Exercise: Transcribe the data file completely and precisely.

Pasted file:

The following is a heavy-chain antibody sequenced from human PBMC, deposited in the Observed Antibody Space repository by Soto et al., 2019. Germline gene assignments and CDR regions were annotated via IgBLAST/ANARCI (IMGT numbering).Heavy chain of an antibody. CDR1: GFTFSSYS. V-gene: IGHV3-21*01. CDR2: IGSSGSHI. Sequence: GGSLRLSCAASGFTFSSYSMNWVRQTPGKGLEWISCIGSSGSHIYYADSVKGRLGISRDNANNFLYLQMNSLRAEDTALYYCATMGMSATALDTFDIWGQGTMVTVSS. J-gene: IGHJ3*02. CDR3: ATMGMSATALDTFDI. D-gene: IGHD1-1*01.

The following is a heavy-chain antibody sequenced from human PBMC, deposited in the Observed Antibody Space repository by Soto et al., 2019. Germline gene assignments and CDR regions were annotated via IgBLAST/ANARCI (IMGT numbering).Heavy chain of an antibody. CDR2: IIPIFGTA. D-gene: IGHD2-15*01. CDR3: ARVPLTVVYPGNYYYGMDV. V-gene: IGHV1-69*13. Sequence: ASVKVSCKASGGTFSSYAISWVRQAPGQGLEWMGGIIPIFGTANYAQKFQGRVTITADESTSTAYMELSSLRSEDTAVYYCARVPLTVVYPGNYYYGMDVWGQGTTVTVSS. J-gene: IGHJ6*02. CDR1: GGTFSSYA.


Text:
The following is a heavy-chain antibody sequenced from human PBMC, deposited in the Observed Antibody Space repository by Soto et al., 2019. Germline gene assignments and CDR regions were annotated via IgBLAST/ANARCI (IMGT numbering).Heavy chain of an antibody. CDR1: GFTFSSYS. V-gene: IGHV3-21*01. CDR2: IGSSGSHI. Sequence: GGSLRLSCAASGFTFSSYSMNWVRQTPGKGLEWISCIGSSGSHIYYADSVKGRLGISRDNANNFLYLQMNSLRAEDTALYYCATMGMSATALDTFDIWGQGTMVTVSS. J-gene: IGHJ3*02. CDR3: ATMGMSATALDTFDI. D-gene: IGHD1-1*01.

The following is a heavy-chain antibody sequenced from human PBMC, deposited in the Observed Antibody Space repository by Soto et al., 2019. Germline gene assignments and CDR regions were annotated via IgBLAST/ANARCI (IMGT numbering).Heavy chain of an antibody. CDR2: IIPIFGTA. D-gene: IGHD2-15*01. CDR3: ARVPLTVVYPGNYYYGMDV. V-gene: IGHV1-69*13. Sequence: ASVKVSCKASGGTFSSYAISWVRQAPGQGLEWMGGIIPIFGTANYAQKFQGRVTITADESTSTAYMELSSLRSEDTAVYYCARVPLTVVYPGNYYYGMDVWGQGTTVTVSS. J-gene: IGHJ6*02. CDR1: GGTFSSYA.